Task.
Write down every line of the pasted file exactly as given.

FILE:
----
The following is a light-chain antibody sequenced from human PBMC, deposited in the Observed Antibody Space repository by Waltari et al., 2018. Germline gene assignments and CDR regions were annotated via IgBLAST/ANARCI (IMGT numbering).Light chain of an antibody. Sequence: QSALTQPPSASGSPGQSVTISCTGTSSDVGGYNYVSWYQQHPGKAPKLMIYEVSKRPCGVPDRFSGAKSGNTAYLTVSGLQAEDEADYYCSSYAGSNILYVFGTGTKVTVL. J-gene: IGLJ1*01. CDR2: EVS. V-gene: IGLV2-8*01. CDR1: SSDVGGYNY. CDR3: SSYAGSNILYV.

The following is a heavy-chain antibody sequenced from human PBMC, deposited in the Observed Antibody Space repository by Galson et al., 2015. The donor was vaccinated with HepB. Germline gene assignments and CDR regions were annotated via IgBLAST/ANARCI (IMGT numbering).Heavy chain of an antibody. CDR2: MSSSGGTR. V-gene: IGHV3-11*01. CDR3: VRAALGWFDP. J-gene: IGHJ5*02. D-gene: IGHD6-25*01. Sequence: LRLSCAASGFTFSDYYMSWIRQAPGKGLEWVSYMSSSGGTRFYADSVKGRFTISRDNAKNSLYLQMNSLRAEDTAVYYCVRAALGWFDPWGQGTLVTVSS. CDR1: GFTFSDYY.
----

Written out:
The following is a light-chain antibody sequenced from human PBMC, deposited in the Observed Antibody Space repository by Waltari et al., 2018. Germline gene assignments and CDR regions were annotated via IgBLAST/ANARCI (IMGT numbering).Light chain of an antibody. Sequence: QSALTQPPSASGSPGQSVTISCTGTSSDVGGYNYVSWYQQHPGKAPKLMIYEVSKRPCGVPDRFSGAKSGNTAYLTVSGLQAEDEADYYCSSYAGSNILYVFGTGTKVTVL. J-gene: IGLJ1*01. CDR2: EVS. V-gene: IGLV2-8*01. CDR1: SSDVGGYNY. CDR3: SSYAGSNILYV.

The following is a heavy-chain antibody sequenced from human PBMC, deposited in the Observed Antibody Space repository by Galson et al., 2015. The donor was vaccinated with HepB. Germline gene assignments and CDR regions were annotated via IgBLAST/ANARCI (IMGT numbering).Heavy chain of an antibody. CDR2: MSSSGGTR. V-gene: IGHV3-11*01. CDR3: VRAALGWFDP. J-gene: IGHJ5*02. D-gene: IGHD6-25*01. Sequence: LRLSCAASGFTFSDYYMSWIRQAPGKGLEWVSYMSSSGGTRFYADSVKGRFTISRDNAKNSLYLQMNSLRAEDTAVYYCVRAALGWFDPWGQGTLVTVSS. CDR1: GFTFSDYY.